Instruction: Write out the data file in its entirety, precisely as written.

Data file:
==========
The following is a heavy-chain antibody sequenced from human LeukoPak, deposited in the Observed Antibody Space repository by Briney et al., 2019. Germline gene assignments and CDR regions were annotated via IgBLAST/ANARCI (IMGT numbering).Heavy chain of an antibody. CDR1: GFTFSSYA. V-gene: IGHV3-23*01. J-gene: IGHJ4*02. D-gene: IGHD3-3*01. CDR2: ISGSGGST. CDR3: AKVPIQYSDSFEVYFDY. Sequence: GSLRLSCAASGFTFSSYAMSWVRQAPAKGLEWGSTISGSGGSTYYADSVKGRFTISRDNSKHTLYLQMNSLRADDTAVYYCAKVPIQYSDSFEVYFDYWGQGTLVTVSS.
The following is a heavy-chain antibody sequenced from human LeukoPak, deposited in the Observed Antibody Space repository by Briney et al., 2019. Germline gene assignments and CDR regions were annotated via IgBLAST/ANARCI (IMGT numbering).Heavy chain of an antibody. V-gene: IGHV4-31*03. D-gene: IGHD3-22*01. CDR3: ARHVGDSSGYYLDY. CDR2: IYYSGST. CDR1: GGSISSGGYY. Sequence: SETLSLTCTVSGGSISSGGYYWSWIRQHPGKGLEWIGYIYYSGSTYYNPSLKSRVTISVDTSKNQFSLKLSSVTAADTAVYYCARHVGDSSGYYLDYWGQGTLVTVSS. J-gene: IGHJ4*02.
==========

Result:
The following is a heavy-chain antibody sequenced from human LeukoPak, deposited in the Observed Antibody Space repository by Briney et al., 2019. Germline gene assignments and CDR regions were annotated via IgBLAST/ANARCI (IMGT numbering).Heavy chain of an antibody. CDR1: GFTFSSYA. V-gene: IGHV3-23*01. J-gene: IGHJ4*02. D-gene: IGHD3-3*01. CDR2: ISGSGGST. CDR3: AKVPIQYSDSFEVYFDY. Sequence: GSLRLSCAASGFTFSSYAMSWVRQAPAKGLEWGSTISGSGGSTYYADSVKGRFTISRDNSKHTLYLQMNSLRADDTAVYYCAKVPIQYSDSFEVYFDYWGQGTLVTVSS.
The following is a heavy-chain antibody sequenced from human LeukoPak, deposited in the Observed Antibody Space repository by Briney et al., 2019. Germline gene assignments and CDR regions were annotated via IgBLAST/ANARCI (IMGT numbering).Heavy chain of an antibody. V-gene: IGHV4-31*03. D-gene: IGHD3-22*01. CDR3: ARHVGDSSGYYLDY. CDR2: IYYSGST. CDR1: GGSISSGGYY. Sequence: SETLSLTCTVSGGSISSGGYYWSWIRQHPGKGLEWIGYIYYSGSTYYNPSLKSRVTISVDTSKNQFSLKLSSVTAADTAVYYCARHVGDSSGYYLDYWGQGTLVTVSS. J-gene: IGHJ4*02.